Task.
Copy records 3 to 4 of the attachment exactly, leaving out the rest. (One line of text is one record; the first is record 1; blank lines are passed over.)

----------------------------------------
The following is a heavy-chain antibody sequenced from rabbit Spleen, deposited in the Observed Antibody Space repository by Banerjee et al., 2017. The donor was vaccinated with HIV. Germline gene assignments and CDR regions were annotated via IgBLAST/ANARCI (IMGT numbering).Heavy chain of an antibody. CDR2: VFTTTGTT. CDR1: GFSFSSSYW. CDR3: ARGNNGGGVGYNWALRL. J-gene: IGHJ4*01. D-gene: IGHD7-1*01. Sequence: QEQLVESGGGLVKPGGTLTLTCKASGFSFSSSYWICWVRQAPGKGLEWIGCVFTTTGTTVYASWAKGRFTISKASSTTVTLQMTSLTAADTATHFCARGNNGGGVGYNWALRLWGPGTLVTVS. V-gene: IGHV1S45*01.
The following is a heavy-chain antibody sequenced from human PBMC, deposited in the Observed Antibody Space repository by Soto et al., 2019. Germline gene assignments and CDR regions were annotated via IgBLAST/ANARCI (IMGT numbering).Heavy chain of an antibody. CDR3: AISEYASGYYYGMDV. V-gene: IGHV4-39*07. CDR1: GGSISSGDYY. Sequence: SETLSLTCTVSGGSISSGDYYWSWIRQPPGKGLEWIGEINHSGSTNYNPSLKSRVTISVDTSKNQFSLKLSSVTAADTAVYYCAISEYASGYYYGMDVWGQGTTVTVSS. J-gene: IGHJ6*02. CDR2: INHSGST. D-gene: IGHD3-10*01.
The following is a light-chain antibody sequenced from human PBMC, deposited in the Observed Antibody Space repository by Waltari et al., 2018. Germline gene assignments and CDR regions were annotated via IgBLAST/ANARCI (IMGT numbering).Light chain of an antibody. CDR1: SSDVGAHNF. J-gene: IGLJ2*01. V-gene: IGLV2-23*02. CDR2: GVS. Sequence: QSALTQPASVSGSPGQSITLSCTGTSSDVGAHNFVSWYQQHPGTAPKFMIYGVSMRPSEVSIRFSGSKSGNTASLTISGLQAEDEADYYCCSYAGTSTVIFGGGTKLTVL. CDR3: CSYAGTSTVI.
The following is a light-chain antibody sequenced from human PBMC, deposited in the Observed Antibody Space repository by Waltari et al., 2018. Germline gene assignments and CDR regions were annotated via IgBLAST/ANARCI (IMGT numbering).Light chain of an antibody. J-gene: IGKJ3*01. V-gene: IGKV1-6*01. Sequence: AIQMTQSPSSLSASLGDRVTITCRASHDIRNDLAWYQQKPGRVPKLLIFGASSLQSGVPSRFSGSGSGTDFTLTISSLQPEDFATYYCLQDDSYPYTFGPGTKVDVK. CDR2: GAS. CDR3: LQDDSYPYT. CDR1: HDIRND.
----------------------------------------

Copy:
The following is a light-chain antibody sequenced from human PBMC, deposited in the Observed Antibody Space repository by Waltari et al., 2018. Germline gene assignments and CDR regions were annotated via IgBLAST/ANARCI (IMGT numbering).Light chain of an antibody. CDR1: SSDVGAHNF. J-gene: IGLJ2*01. V-gene: IGLV2-23*02. CDR2: GVS. Sequence: QSALTQPASVSGSPGQSITLSCTGTSSDVGAHNFVSWYQQHPGTAPKFMIYGVSMRPSEVSIRFSGSKSGNTASLTISGLQAEDEADYYCCSYAGTSTVIFGGGTKLTVL. CDR3: CSYAGTSTVI.
The following is a light-chain antibody sequenced from human PBMC, deposited in the Observed Antibody Space repository by Waltari et al., 2018. Germline gene assignments and CDR regions were annotated via IgBLAST/ANARCI (IMGT numbering).Light chain of an antibody. J-gene: IGKJ3*01. V-gene: IGKV1-6*01. Sequence: AIQMTQSPSSLSASLGDRVTITCRASHDIRNDLAWYQQKPGRVPKLLIFGASSLQSGVPSRFSGSGSGTDFTLTISSLQPEDFATYYCLQDDSYPYTFGPGTKVDVK. CDR2: GAS. CDR3: LQDDSYPYT. CDR1: HDIRND.